Enjoying ad-free content?
Since July 1, 2024, we have disabled all ads to improve your reading experience.
This commitment costs us $10,000 a month. Your support can help us fill the gap.
Support us
Our journalism is banned in Russia. We need your help to keep providing you with the truth.

Pharmacy Chain Introduces Robot Technology

A $260,000 robotic system fills orders in seconds at a Yekaterinburg store expecting to make $640,000 monthly.

Rigla, a subsidiary of pharmaceutical company Protek, has opened a pharmacy in Yekaterinburg where customers are served by robots.

In the pharmacy, an employee enters a list of medicines, and a robot collects them within 10 to 15 seconds. The order is then transported by conveyor belt to the cash register.

The robot can also sort and distribute medicines at the warehouse. A pharmacy employee puts them on the conveyor belt, while the robot scans them, determines their size and places them on a shelf.

The use of robots has enabled the pharmacy to employ just five people, compared with 10 at conventional drugstores, and to use space more efficiently, Rigla said.

The installation of the robots cost 200,000 euros ($256,000), while the pharmacy's revenue is projected at about 20 million rubles ($637,350) per month. If the project is successful, the technology will also be used at other Rigla pharmacies.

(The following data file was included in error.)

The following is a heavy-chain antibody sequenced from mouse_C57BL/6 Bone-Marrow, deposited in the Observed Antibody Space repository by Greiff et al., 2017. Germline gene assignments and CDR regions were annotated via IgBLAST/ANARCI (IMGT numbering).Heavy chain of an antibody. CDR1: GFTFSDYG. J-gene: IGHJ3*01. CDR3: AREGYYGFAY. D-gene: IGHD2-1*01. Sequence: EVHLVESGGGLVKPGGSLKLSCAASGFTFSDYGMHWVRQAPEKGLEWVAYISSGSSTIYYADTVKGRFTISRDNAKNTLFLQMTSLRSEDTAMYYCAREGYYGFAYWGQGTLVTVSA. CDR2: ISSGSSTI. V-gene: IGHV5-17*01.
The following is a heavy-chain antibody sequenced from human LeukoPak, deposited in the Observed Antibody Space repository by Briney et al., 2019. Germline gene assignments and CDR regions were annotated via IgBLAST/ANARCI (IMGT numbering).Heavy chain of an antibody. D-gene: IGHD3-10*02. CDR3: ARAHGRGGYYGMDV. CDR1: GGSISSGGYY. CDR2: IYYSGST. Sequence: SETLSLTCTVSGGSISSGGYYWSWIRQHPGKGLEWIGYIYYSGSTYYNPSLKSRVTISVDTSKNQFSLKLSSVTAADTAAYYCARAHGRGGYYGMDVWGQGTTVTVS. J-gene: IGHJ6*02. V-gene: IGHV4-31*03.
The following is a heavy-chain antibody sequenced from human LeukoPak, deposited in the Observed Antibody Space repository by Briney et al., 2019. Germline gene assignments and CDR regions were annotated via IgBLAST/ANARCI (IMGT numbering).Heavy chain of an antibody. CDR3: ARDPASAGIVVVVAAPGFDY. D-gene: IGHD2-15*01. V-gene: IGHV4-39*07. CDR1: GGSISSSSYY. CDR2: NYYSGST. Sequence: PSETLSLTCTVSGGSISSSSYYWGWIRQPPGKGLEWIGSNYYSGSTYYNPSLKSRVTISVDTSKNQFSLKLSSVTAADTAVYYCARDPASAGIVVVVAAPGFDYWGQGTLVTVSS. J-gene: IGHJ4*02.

Russia's largest pharmacy chain, A5, may follow suit and introduce the technology, said Andrei Gusev, CEO of the chain. He said Paris' five largest pharmacies were equipped with similar robots.

Currently, Russia only has a few drugstores that use robots, including in Vladivostok, said Yelena Nevolina, executive director of the Pharmacy Guild, an industry association. But the technology is not widespread in Russia because its costs are high, Gusev said.

The cutting-edge equipment allows pharmacies to get more accurate information about their inventory and increases control over business processes, said Per Hong, a managing partner at A.T. Kearney in Russia.

… we have a small favor to ask. As you may have heard, The Moscow Times, an independent news source for over 30 years, has been unjustly branded as a "foreign agent" by the Russian government. This blatant attempt to silence our voice is a direct assault on the integrity of journalism and the values we hold dear.

We, the journalists of The Moscow Times, refuse to be silenced. Our commitment to providing accurate and unbiased reporting on Russia remains unshaken. But we need your help to continue our critical mission.

Your support, no matter how small, makes a world of difference. If you can, please support us monthly starting from just $2. It's quick to set up, and you can be confident that you're making a significant impact every month by supporting open, independent journalism. Thank you.

paiment methods
Not ready to support today?
Remind me later.

Read more